NDDoH: Omicron causing record high infections and hospital strain, but lower individual risk

Courtesy of: North Dakota Department of Health
Courtesy of: North Dakota Department of Health

(Bismarck, ND) --  The North Dakota Department of Health (NDDoH) shared data regarding case numbers within the state, the severity of individual cases, and vaccine effectiveness. 

The information came from a statewide town hall from the NDDoH, which you can watch here

In the town hall, experts described several mutations and reasons why the Omicron variant of Covid-19 is unique to previous iterations of the disease...

Highly Contagious

The Omicron variant is anywhere between 2.7x to 3.7x more infectious than the Delta variant, which was already much more transmissible than other iterations. Nationwide, more than 1 million cases per day are being reported. This is more than three times higher than the previous record, which was just more than 300,000 cases per day back in January of 2021. Omicron is also able to cause re-infection at a much higher rate. 

Less Virulent

Experts in the Town Hall referred to data from several studies and many of the United States largest cities, which show Omicron is likely to cause less severe illness within an individual patient. They also refer to data from U.K studies, which say Omicron is highly contagious, but less likely to cause hospitalizations with an individual case.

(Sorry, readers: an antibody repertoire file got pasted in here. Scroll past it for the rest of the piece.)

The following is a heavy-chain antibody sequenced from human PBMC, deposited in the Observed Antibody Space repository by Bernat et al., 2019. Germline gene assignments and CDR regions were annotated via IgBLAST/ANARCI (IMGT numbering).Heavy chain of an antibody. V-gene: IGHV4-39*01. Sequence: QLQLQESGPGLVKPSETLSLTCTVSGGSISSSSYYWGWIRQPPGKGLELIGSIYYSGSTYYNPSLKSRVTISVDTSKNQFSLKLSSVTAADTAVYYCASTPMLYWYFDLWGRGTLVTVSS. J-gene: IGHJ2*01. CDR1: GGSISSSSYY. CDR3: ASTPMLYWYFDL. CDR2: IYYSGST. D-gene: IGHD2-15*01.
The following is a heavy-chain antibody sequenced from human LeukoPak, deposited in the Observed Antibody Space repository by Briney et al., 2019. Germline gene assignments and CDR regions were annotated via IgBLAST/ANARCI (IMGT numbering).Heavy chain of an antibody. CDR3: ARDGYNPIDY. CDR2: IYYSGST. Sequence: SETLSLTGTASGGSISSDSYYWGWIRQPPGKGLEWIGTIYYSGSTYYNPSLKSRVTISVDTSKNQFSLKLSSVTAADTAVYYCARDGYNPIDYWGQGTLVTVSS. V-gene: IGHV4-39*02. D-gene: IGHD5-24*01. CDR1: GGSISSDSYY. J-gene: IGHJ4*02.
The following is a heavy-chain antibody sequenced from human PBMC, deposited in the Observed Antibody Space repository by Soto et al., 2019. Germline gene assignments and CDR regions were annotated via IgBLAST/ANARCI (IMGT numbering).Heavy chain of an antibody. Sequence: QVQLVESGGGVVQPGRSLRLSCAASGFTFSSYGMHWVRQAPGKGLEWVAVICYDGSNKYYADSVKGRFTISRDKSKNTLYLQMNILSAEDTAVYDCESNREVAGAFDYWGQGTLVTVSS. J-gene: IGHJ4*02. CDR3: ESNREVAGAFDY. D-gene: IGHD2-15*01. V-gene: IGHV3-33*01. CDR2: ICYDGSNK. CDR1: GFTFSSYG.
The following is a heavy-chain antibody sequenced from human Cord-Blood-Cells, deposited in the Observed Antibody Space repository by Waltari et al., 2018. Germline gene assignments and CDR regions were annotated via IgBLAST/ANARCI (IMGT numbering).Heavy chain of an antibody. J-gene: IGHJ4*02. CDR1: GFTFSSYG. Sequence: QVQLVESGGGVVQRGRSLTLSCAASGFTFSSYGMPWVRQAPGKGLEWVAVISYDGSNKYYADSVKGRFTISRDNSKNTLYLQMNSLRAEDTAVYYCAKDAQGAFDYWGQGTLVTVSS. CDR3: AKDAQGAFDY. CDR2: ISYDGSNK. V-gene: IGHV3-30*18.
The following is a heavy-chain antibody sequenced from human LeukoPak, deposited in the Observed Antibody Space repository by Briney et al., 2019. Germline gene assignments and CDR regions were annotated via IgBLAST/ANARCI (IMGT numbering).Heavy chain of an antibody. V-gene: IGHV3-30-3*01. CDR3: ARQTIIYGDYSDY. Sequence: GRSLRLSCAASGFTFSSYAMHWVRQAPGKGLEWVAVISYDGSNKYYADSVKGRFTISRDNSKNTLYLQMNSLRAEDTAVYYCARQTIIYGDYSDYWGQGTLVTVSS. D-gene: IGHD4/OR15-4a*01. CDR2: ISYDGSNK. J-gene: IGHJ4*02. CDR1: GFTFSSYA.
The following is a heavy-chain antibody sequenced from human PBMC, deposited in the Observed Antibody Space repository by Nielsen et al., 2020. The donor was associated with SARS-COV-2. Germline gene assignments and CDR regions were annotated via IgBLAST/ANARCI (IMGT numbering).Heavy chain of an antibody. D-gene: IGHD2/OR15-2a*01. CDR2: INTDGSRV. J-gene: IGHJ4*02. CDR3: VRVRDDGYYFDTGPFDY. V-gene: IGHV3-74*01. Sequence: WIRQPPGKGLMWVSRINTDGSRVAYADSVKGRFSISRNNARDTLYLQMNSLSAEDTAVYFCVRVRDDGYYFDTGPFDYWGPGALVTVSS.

Lower Vaccine Effectiveness

The town hall refers to several studies and institutions, which conclude the vaccines are less effective against preventing infection from the Omicron variant. However, they are also quick to point out that severe illness, hospitalizations, time within a hospital setting, likelihood to be placed on a ventilator, and death are much less likely to happen, even with a single vaccine. A single vaccination reduces the likelihood of severe illness by 52%, two doses bring that number closer to 70%, and a booster shot brings that number up to 89%. 


As described above, Omicron is less likely to cause severe infection within an individual case. However, hospitalizations across the country have not trended down as one would expect. Experts in the Town Hall say this is because of the abnormally high case load, which cause less severe infections across a wider population, but create a higher number of severe cases through sheer numbers. Data shows hospitalizations in New York City, Washington D.C, and Chicago have more people hospitalized than previous peaks.